The Largemouth Bass (Micropterus salmoides) is a carnivorous species of freshwater game fish. Has an olive green to greenish grey body with dark, sometimes black blotches forming a jagged horizontal stripe along each flank.
Meanwhile, the upper jaw extends beyond the rear margin of the orbit. Reach lengths of 29.5 inches weighing around 25 pounds.
Feed on snails, crawfish, crayfish, frogs, snakes, salamanders, bats, shrimps, insects, small water birds, mammals, baby alligators and small fish. Including bluegill, banded killifish, shad, yellow perch, ciscoes, shiners, sunfish, catfish, walleye, bass and trout.
Larger bass occupy deeper water and prey items may be as large as 50% of the bass’s body length or larger. While, they prefer open areas with little or no cover. Meanwhile, in areas with overhead cover such as overhanging banks, brush or submerged structures, they use their sense of hearing, sight, vibration and smell to attack and seize their prey.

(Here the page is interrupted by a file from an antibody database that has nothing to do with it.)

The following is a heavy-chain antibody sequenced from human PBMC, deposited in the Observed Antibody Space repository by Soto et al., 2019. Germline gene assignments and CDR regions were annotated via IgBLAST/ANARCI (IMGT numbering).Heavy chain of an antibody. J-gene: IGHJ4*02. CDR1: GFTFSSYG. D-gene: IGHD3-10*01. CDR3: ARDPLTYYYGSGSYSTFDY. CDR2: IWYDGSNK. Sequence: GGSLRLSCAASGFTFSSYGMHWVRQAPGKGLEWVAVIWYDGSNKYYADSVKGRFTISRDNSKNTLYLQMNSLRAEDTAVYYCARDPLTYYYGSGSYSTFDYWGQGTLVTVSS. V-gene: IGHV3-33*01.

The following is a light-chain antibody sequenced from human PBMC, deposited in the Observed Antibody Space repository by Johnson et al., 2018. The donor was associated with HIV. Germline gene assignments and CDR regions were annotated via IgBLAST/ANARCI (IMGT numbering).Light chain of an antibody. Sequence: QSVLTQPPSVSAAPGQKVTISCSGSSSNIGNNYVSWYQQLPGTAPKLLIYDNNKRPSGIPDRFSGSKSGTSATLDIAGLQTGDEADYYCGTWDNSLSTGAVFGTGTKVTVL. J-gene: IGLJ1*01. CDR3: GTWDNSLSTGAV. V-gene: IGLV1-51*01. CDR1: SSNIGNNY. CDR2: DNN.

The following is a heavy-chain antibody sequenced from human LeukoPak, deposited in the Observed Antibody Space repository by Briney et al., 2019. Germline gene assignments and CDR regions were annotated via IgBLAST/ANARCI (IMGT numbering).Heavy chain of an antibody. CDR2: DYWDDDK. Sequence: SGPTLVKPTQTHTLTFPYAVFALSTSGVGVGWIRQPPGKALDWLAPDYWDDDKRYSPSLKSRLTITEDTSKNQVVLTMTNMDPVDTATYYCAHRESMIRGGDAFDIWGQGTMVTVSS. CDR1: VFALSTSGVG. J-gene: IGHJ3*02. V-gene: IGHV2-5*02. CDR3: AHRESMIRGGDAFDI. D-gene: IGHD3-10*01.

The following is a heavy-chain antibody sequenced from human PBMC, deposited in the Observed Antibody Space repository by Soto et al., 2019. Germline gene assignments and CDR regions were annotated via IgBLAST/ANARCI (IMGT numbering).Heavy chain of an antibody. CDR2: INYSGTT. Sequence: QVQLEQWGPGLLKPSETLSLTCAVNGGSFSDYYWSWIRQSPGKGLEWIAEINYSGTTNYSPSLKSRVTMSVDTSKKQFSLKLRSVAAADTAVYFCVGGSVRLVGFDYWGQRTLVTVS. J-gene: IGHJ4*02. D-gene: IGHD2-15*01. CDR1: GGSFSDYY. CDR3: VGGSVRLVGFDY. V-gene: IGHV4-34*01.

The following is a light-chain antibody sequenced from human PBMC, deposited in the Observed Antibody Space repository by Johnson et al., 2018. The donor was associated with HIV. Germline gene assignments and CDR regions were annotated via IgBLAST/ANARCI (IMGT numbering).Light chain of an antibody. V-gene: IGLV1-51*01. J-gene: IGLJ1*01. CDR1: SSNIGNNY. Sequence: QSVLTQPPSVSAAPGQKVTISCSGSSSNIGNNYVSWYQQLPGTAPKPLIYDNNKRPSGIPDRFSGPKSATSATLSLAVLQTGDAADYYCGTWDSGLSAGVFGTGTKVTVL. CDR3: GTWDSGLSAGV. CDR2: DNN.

Generally, spawning occurs in spring, when the water temperature first holds steady above 60°F. Sought after by anglers for their exciting fight. Often caught on Spinnerbait, plastic worms, jigs, crankbaits and live baits such as worms, frogs, crawfish, shiners and minnows.
While, there is a strong cultural pressure among largemouth bass anglers encouraging catch and release practices of larger specimens, especially as these are breeding females that contribute largely to the future of sport fishing stocks.
Furthermore, bass have a white, slightly mushy meat which is of a lower quality than that of the smallmouth bass, bluegill, yellow perch, walleye or crappie. The world record largemouth bass weighed in at 22 pounds 4 ounces. Largemouth Bass fishing in Lake Abilene is good flipping brushy cover, especially as the water is so muddy.
However, feel free to click and read more on our site about the Largemouth Bass.
The Channel Catfish (Ictalurus punctatus) is the most abundant type of catfish species in North America. While, being the official fish of Kansas, Missouri, Iowa, Nebraska and Tennessee.
The Channel Cat is popular for food. Therefore, there has been a rapid expansion of aquaculture of the species in the United States. Cavity nesters laying eggs in crevices, hollows or debris to protect them from swift currents.
Have a keen sense of smell and taste. With taste buds distributed over the surface of their entire bodies and their nostrils. Further, the fish has four pairs of barbels surrounding the mouth allowing the catfish to find food in dark, stained or muddy water with relative ease.